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‘Yung Lean: In My Head’ review: Music documentary will keep fans entertained

SoundCloud and mumble rap fans must watch.

Yung Lean: In My Head  is a documentary about the titular Swedish rapper. The film chronicles the rise of Lean, the subsequent issues his fame brought, and where his career may now be headed. It follows much of the standard musician documentary formula. But is it different enough from others to attract more than just fans of Lean?

The first part of the film serves as an introduction for those who are not familiar with Lean. Long time fans will enjoy much of the personal footage shown. For everyone else, it will come off as an extended trailer. This gives the early part of In My Head an unfocused feel. It jumps around from Lean’s early life, to his Sadboys crew, to concert clips, to ruminations about fame. This changes about twenty minutes in when the narrative switches to Lean breaking big in America.

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Things still tend to veer off course, but there is more focus to In My Head. The doc begins to focus on Lean’s first foray to the United States This includes even more concert footage and talk of his collaborations with musicians like Frank Ocean. At this point, there a an obvious divided is in the film. The portions that delve into Lean are far outnumbered by concert footage. There are lots of talking heads, but few add to the overall film.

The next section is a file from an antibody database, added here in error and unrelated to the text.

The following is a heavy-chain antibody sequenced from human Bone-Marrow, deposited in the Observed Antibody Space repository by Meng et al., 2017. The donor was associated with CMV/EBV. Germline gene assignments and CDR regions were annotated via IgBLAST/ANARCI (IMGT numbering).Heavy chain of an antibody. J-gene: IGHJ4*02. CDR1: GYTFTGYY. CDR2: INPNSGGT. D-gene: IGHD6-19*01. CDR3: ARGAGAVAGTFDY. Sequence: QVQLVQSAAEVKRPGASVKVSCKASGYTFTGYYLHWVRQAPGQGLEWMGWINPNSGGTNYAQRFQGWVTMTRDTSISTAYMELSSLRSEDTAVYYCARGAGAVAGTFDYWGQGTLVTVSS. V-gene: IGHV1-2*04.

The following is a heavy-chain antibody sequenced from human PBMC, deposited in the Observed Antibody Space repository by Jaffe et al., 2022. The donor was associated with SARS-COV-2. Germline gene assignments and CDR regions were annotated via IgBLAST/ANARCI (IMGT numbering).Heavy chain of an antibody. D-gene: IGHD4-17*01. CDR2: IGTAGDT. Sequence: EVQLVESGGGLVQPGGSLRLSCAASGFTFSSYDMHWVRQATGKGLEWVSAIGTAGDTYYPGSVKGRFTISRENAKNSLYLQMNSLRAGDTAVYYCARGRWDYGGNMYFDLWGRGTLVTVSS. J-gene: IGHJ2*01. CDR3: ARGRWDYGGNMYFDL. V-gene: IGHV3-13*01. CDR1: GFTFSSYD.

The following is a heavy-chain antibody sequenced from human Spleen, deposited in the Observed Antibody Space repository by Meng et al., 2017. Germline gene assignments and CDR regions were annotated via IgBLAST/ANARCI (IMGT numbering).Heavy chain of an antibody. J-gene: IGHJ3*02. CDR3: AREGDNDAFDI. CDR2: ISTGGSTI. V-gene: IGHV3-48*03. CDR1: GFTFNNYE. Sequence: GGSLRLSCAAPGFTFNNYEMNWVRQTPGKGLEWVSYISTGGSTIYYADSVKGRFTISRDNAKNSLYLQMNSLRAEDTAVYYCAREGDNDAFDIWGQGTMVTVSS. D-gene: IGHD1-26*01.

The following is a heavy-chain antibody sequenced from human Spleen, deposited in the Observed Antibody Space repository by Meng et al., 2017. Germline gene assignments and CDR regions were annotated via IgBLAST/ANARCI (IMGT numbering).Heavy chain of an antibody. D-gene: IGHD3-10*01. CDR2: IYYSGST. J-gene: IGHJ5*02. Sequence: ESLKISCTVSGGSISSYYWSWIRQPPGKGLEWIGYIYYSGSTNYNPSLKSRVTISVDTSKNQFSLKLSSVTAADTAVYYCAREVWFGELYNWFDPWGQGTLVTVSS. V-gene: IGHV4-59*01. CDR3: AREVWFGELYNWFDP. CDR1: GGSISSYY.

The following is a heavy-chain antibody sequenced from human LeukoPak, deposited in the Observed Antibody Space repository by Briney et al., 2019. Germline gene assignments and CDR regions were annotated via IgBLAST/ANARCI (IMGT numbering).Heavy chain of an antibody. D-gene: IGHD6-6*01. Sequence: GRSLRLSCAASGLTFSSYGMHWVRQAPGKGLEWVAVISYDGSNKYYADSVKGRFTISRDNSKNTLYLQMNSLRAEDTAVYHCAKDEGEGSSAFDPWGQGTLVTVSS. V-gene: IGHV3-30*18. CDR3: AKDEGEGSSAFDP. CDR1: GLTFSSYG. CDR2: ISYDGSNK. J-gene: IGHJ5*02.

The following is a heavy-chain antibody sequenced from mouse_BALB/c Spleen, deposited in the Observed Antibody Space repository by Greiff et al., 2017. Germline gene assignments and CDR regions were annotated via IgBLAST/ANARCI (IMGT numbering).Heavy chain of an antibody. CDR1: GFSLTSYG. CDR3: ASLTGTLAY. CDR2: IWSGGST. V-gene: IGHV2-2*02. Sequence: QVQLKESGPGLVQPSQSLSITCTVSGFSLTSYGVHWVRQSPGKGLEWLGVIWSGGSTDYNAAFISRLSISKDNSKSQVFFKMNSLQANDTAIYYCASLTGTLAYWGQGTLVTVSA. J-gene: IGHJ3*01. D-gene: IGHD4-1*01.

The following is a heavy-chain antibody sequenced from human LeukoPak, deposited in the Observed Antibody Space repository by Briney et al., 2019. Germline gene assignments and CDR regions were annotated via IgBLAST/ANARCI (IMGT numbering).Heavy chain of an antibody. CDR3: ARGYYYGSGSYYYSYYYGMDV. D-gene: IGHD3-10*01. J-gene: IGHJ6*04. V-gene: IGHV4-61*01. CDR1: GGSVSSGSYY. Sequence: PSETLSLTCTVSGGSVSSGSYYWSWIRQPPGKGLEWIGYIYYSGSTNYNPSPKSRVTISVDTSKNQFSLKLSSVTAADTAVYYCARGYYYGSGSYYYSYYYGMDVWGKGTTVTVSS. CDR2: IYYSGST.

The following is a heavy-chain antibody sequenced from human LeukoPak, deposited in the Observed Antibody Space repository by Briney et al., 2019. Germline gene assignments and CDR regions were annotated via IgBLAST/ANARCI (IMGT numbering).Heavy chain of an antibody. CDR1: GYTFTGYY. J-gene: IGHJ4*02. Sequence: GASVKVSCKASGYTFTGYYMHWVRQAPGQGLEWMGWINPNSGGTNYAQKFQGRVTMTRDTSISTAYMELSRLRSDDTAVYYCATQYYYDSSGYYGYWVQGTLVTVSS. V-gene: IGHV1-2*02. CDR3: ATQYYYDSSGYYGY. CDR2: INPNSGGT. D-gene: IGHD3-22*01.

'Yung Lean: In My Head' review: Music documentary will keep fans entertained

In My Head’s emotional climax occurs as Lean is recording in Miami. It is the normal tale of drugs, addiction, and death. This moment has been built up the entire film and those who are unfamiliar with Lean like myself will be surprised by what happens. It is here that the film opens up more emotionally. It is becomes more than just a story about young fame and explores the line between celebrity and imagination.

This does not last too long as the documentary quickly goes back to clips and voiceovers. This does not make In My Head bad, but it is disappointing considering how much time is spent on the meaning behind his lyrics. (It is also funny when during a particularly introspective moment, the song being played contains the cringe inducing  lyrics, “When I drink, I drink too much”.)

The haphazard look to In My Head may have been the best way to make a documentary about Yung Lean. He started as a YouTube sensation and his earliest works seem to draw from random bits of American pop culture. It would only make sense for a film about him to be as chaotic. The flip side is it gives little insight to anyone who wants to learn more about the musician. Much like most documentaries about musicians, this is strictly for fans.

Yung Lean: In My Head opens on VOD and digital platforms January 18

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